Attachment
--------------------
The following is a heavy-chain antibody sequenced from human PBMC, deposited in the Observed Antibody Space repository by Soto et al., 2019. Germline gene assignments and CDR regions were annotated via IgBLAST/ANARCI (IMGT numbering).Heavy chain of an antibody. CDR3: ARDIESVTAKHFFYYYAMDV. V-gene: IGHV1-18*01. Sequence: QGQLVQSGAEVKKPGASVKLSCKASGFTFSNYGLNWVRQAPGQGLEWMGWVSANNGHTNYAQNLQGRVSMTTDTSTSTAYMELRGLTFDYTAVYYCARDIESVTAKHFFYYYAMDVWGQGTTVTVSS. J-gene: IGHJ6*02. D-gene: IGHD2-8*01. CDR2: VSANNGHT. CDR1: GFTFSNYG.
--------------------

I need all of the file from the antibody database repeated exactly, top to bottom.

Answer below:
The following is a heavy-chain antibody sequenced from human PBMC, deposited in the Observed Antibody Space repository by Soto et al., 2019. Germline gene assignments and CDR regions were annotated via IgBLAST/ANARCI (IMGT numbering).Heavy chain of an antibody. CDR3: ARDIESVTAKHFFYYYAMDV. V-gene: IGHV1-18*01. Sequence: QGQLVQSGAEVKKPGASVKLSCKASGFTFSNYGLNWVRQAPGQGLEWMGWVSANNGHTNYAQNLQGRVSMTTDTSTSTAYMELRGLTFDYTAVYYCARDIESVTAKHFFYYYAMDVWGQGTTVTVSS. J-gene: IGHJ6*02. D-gene: IGHD2-8*01. CDR2: VSANNGHT. CDR1: GFTFSNYG.